South Korea kimchi deficit fact of the day

by on January 18, 2018 at 3:29 pm in Food and Drink, Uncategorized | Permalink

If you are going to worry about bilateral deficits, here is one to keep you up at night:

According to South Korea’s World Institute of Kimchi, 89.9 percent of the kimchi purchased by South Korean restaurants in 2016 was imported from China.

The kimchi trade first went into deficit in 2006, triggering soul-searching and a headline-grabbing scandal…

South Korea imported more than 275,000 tonnes of kimchi last year, 99 percent of it from China, the Korea Customs Service (KCS) said, and exported just more than 24,000 tonnes.

The deficit stood at US$47.3 million by value, up 11 percent year-on-year and the largest since the KCS began tracking the data in 2000.

Price is a major factor in the trade, with imports costing just US$0.50 per kilogram in 2016, according to Korea Agro-Fisheries & Food Trade Corp, while exports — primarily destined for Japan — averaged US$3.36 per kilogram…

UNESCO inscribed South Korean kimchi on its intangible cultural heritage list in 2013, saying: “It forms an essential part of Korean meals, transcending class and regional differences.”

Here is the full article, via the excellent Mark Thorson.

1 rayward January 18, 2018 at 3:41 pm

Fermented cabbage, that’s what South Koreans eat instead of broccoli, the former linked to stomach cancer and the latter linked to the absence of stomach and colon cancer. Someone needs to tell the South Koreans to consider shredded broccoli. Fermented cabbage would could me up at night.

2 Hadur January 18, 2018 at 4:22 pm

On the other hand, the South Koreans have the highest stomach cancer survival rate in the world. Since all regular kimchi eaters (and thus most Koreans) are at higher risk of stomach cancer, they aggressively screen for stomach cancer over there and catch it early.

Stomach Cancer is almost always fatal if treatment begins only after symptoms have started.

3 Hoosier January 18, 2018 at 4:43 pm

Wow, is this true?! Never heard it before. Does sauerkraut count as a cancer causing food too?

4 mkt42 January 18, 2018 at 5:36 pm

My guess is yes, sauerkraut probably causes stomach cancer too. Japanese eat a lot of pickled vegetables (though not kimchi AFAIK) and also have high rates of stomach cancer.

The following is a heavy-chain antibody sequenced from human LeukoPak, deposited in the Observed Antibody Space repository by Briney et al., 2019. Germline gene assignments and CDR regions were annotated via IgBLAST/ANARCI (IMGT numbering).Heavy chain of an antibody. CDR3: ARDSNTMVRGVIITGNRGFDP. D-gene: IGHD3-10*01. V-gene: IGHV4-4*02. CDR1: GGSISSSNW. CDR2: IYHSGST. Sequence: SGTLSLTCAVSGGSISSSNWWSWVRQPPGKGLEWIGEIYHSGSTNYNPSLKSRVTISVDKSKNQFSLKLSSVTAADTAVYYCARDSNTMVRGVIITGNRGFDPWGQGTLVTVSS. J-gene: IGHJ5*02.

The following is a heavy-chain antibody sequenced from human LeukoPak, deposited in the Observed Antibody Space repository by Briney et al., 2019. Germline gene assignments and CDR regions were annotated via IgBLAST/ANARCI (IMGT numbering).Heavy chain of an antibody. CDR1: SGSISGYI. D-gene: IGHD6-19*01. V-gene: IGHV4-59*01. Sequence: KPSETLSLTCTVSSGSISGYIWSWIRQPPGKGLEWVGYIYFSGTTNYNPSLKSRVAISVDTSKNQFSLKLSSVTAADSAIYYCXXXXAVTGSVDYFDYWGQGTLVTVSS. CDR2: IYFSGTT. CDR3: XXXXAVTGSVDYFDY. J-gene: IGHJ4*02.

On the positive side, as others have noted kimchi and sauerkraut have a ton of nutrients. In the days before frozen food or even refrigeration those pickled vegetables were a way of preserving much of the nutrition of fresh vegetables through the winter into spring.

And the Japanese have very high life expectancies, stomach cancer or no.

It’s like doing an exercise such as running. If you run lots of miles throughout your life, you’ll accumulate injuries and maybe even long-term damage to your knees and hips and spine. But you’ll still be better off than the couch potato who won’t get those exercise-induced injuries but will suffer from a body that deteriorates even more rapidly.

Or for that matter vaccines, you’ll be better off on average but some people will suffer side effects.

So kimchi and sauerkraut are good foods to eat, but pretty much everything we eat or do has a downside.

The interesting question is, now that we have year-round access to fresh food, would the Koreans be healthier if they ate broccoli as suggested instead of kimchi? Less stomach cancer risk — but kimchi might provide some nutrients that broccoli and other unfermented vegetables do not.

5 GoneWithTheWind January 18, 2018 at 8:50 pm

Korea is not even near the highest rate of stomach cancer deaths.

6 IVV January 19, 2018 at 11:55 am

Sauerkraut is also fermented at a lower salt level than kimchi, and the final product contains less salt (but more acid). Pickling, smoking, and curing food have all been associated with higher rates of stomach cancer, but even today rates of stomach cancer in northern Europe (with lots of pickled, smoked, and cured foods) are not much higher than the world populace, and certainly lower than the Korean or Japanese rates. One other risk factor is the consumption of bracken ferns, which you won’t find on the menu in much of the world, but become common ingredients in Korean and Japanese cuisine (although not so much outside of Korea or Japan).

In any case, Helicobacter pylori infection remains the greatest cause of stomach cancer today. If you have ulcers, get that treated.

7 Todd K January 18, 2018 at 8:43 pm

Korea and Japan’s stomach cancer survival rate is 60% for 5 years and the 5 year U.S. survival rate, where screening isn’t common, is 30%. Yet the incidence in Korea and Japan is 10 times higher than that of Western counties: Around 45 out of 100,000 versus 5 out of 100,000.

8 Anonymous January 18, 2018 at 4:59 pm

Per the NIH, “health functionality of kimchi, based upon our research and that of other, includes anticancer, antiobesity, anticonstipation, colorectal health promotion, probiotic properties, cholesterol reduction, fibrolytic effect, antioxidative and antiaging properties, brain health promotion, immune promotion, and skin health promotion.”

It is kind of expensive though .. or maybe that’s me. I expect it to be priced more like cabbage and less like wine?

9 Anonymous January 18, 2018 at 5:00 pm
10 Thor January 18, 2018 at 7:42 pm

i) So say Park, Jeong, and Lee.

2) It is more than likely the spices (Kimchi is very very hot spicy) that contribute to the cancer risk increase.

3) some of those alleged benefits, such as skin health, are speculative.

11 Ellisor January 19, 2018 at 8:43 am